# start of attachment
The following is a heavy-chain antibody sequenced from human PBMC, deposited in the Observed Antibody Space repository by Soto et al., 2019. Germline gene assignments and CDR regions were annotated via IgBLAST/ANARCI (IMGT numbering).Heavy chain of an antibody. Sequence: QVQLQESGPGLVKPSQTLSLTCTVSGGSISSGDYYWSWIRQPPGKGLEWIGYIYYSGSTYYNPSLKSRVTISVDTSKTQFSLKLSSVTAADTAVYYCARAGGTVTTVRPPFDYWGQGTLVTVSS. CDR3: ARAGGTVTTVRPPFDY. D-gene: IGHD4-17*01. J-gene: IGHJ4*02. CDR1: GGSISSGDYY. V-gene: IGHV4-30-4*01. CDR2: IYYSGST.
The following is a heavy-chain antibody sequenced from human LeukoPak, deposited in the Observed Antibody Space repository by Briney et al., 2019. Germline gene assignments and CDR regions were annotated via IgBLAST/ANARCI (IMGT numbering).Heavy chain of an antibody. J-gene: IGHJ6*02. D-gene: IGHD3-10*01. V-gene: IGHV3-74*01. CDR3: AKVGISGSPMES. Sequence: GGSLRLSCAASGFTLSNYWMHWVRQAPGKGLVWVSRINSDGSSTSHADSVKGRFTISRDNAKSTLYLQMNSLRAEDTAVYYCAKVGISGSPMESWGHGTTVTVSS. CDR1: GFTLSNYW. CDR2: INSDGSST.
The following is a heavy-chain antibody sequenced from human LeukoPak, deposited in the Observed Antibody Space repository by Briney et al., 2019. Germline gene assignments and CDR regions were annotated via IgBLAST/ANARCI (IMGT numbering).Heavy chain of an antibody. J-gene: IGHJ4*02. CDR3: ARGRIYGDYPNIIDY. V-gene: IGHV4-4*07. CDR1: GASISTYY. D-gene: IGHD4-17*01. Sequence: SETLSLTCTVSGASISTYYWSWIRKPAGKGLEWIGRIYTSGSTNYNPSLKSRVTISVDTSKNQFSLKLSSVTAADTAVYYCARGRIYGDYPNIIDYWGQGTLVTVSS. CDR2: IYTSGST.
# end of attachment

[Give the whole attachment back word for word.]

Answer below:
The following is a heavy-chain antibody sequenced from human PBMC, deposited in the Observed Antibody Space repository by Soto et al., 2019. Germline gene assignments and CDR regions were annotated via IgBLAST/ANARCI (IMGT numbering).Heavy chain of an antibody. Sequence: QVQLQESGPGLVKPSQTLSLTCTVSGGSISSGDYYWSWIRQPPGKGLEWIGYIYYSGSTYYNPSLKSRVTISVDTSKTQFSLKLSSVTAADTAVYYCARAGGTVTTVRPPFDYWGQGTLVTVSS. CDR3: ARAGGTVTTVRPPFDY. D-gene: IGHD4-17*01. J-gene: IGHJ4*02. CDR1: GGSISSGDYY. V-gene: IGHV4-30-4*01. CDR2: IYYSGST.
The following is a heavy-chain antibody sequenced from human LeukoPak, deposited in the Observed Antibody Space repository by Briney et al., 2019. Germline gene assignments and CDR regions were annotated via IgBLAST/ANARCI (IMGT numbering).Heavy chain of an antibody. J-gene: IGHJ6*02. D-gene: IGHD3-10*01. V-gene: IGHV3-74*01. CDR3: AKVGISGSPMES. Sequence: GGSLRLSCAASGFTLSNYWMHWVRQAPGKGLVWVSRINSDGSSTSHADSVKGRFTISRDNAKSTLYLQMNSLRAEDTAVYYCAKVGISGSPMESWGHGTTVTVSS. CDR1: GFTLSNYW. CDR2: INSDGSST.
The following is a heavy-chain antibody sequenced from human LeukoPak, deposited in the Observed Antibody Space repository by Briney et al., 2019. Germline gene assignments and CDR regions were annotated via IgBLAST/ANARCI (IMGT numbering).Heavy chain of an antibody. J-gene: IGHJ4*02. CDR3: ARGRIYGDYPNIIDY. V-gene: IGHV4-4*07. CDR1: GASISTYY. D-gene: IGHD4-17*01. Sequence: SETLSLTCTVSGASISTYYWSWIRKPAGKGLEWIGRIYTSGSTNYNPSLKSRVTISVDTSKNQFSLKLSSVTAADTAVYYCARGRIYGDYPNIIDYWGQGTLVTVSS. CDR2: IYTSGST.